In one of his articles on building a CAB-like infrastructure, Jeremy Miller brought out a pretty interesting point: The choice between using Events/Delegates and Direct Method Calls. This can be a controversial topic at hand, but it's an interesting aspect, and can significantly affect the readability of the code.

Events and delegates are very powerful features I use all the time. However, here's a tip: Be careful about building an entire framework or complex structure based purely around delegate calls. I've been spending a lot of time the past few days tracing, debugging and running through the code in the Base Adapter sample code in the BizTalk Server 2004 SDK [1], which is exactly a little framework for building BizTalk Adapters.

Now, the base adapter is OK, in that it does make it a bit faster to develop adapters by taking care of a lot of the boilerplate code necessary. However, a significant part of it is built out of classes that use a lot of delegates (not even proper events, unfortunately) to notify of significant events around each other; like for example that a batch was submitted to BizTalk or that a message needs to be suspended.

The unfortunate side effect of this is that tracing the base adapter code in source code form requires a lot of patience and a lot of Find References/Find Definition jumps all around to figure out exactly what's going on. In fact, I've spent quite a few hours on it and the code can be significantly convoluted; and parts of it are just a lot easier to trace using Step Though/Step Into in the debugger; which is rather frustrating.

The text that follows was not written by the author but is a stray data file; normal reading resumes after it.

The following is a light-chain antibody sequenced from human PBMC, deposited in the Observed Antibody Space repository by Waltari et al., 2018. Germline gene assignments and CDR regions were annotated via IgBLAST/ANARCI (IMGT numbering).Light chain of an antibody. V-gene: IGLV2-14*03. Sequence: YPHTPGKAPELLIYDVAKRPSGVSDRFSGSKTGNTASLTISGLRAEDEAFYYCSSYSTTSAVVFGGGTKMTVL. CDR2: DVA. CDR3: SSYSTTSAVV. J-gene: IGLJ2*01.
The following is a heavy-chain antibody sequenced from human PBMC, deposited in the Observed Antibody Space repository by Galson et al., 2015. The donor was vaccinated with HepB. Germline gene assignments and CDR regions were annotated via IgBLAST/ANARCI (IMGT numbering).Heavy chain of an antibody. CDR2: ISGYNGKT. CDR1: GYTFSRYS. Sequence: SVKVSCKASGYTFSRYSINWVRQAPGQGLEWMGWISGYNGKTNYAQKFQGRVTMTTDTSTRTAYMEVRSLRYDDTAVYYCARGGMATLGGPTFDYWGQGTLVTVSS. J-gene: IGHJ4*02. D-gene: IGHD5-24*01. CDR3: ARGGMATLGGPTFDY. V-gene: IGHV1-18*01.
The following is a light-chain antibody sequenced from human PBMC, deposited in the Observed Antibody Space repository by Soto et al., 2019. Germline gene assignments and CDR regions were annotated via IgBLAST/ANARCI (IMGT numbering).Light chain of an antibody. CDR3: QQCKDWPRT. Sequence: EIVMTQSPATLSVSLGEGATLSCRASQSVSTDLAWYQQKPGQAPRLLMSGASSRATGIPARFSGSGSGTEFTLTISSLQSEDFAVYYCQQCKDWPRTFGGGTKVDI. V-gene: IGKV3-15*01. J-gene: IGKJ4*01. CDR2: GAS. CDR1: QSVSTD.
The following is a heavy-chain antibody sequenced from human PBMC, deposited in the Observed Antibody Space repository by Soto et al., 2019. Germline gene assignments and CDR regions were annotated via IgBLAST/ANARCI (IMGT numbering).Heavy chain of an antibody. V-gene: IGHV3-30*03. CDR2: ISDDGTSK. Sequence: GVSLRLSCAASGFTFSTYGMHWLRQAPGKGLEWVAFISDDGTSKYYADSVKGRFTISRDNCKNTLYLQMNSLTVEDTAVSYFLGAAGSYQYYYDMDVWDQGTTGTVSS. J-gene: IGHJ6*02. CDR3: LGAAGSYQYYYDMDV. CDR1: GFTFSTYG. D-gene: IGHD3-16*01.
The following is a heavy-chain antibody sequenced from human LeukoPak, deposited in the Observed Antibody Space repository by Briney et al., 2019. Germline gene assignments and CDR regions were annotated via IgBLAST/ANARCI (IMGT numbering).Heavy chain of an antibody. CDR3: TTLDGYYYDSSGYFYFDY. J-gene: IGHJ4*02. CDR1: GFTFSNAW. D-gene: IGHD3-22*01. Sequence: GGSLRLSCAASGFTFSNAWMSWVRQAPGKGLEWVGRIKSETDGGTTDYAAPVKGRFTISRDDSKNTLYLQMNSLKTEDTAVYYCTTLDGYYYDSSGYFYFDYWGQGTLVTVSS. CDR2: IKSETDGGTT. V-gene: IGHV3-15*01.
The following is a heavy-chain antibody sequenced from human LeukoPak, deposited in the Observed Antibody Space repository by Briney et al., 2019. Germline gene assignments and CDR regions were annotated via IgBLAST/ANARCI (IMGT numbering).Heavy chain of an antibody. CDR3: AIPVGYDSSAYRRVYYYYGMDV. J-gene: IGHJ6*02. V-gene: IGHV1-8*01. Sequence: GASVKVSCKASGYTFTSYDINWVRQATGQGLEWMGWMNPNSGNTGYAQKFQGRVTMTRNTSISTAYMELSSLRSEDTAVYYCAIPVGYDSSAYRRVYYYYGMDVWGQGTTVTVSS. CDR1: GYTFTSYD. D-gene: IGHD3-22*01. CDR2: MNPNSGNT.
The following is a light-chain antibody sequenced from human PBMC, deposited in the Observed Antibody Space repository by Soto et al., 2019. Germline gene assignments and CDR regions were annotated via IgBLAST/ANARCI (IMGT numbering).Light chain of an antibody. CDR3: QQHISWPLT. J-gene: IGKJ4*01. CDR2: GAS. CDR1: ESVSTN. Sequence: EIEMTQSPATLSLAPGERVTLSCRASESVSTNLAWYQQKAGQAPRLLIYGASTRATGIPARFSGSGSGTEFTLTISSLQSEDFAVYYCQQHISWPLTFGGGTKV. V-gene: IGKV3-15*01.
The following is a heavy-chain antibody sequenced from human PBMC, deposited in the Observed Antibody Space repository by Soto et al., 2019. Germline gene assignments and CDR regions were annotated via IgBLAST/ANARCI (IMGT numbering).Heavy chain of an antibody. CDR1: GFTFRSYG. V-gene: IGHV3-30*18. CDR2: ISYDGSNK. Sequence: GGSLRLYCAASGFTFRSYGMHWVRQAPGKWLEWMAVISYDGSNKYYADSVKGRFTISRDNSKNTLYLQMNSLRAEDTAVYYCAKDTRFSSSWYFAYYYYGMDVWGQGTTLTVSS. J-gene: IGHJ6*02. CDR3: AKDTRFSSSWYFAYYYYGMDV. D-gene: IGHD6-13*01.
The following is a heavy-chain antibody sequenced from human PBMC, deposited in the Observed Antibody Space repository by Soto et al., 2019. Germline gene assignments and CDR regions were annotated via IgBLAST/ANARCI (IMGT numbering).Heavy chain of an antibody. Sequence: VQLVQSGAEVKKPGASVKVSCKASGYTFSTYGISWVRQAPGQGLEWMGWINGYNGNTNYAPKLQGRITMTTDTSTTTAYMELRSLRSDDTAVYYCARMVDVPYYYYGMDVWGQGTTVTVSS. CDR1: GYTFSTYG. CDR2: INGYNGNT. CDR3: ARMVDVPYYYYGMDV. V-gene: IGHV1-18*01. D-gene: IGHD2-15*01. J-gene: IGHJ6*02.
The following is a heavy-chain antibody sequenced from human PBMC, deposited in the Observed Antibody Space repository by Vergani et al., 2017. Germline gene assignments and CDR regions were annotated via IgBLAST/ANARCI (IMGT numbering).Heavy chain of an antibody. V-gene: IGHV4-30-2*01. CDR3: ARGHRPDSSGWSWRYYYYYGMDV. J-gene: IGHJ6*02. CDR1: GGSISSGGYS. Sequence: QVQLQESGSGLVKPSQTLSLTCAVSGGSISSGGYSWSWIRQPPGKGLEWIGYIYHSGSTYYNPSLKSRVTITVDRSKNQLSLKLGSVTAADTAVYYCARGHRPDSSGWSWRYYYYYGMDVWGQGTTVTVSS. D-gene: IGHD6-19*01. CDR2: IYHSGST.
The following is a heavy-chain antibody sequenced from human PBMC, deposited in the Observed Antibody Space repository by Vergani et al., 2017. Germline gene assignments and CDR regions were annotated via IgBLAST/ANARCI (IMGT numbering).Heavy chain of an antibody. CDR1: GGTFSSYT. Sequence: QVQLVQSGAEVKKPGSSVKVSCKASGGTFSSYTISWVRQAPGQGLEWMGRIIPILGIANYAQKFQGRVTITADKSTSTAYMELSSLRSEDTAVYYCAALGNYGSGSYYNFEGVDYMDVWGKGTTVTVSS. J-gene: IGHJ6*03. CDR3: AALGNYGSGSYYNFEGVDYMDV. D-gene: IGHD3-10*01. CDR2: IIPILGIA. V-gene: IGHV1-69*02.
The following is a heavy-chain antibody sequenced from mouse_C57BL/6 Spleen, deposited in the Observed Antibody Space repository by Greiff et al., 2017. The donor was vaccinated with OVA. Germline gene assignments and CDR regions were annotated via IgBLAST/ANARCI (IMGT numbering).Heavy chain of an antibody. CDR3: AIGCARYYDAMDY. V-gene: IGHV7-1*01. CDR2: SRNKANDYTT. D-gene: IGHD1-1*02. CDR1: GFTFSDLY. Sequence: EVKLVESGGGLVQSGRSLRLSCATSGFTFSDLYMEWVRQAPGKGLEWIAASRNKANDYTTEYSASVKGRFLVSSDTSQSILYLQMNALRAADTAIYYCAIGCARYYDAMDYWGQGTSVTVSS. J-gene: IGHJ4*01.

So next time you want to build a framework or library and think gluing all together with delegates and events is cool; make sure you've got a real use case for them and that they are not going to end up hindering readability and maintainability.

[1] The version included in the BizTalk 2006 SDK is different and a lot simpler. I still don't quite like it and generally prefer to write directly against the Adapter Framework APIs, but that's just me.

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Tomas Restrepo

Software developer located in Colombia.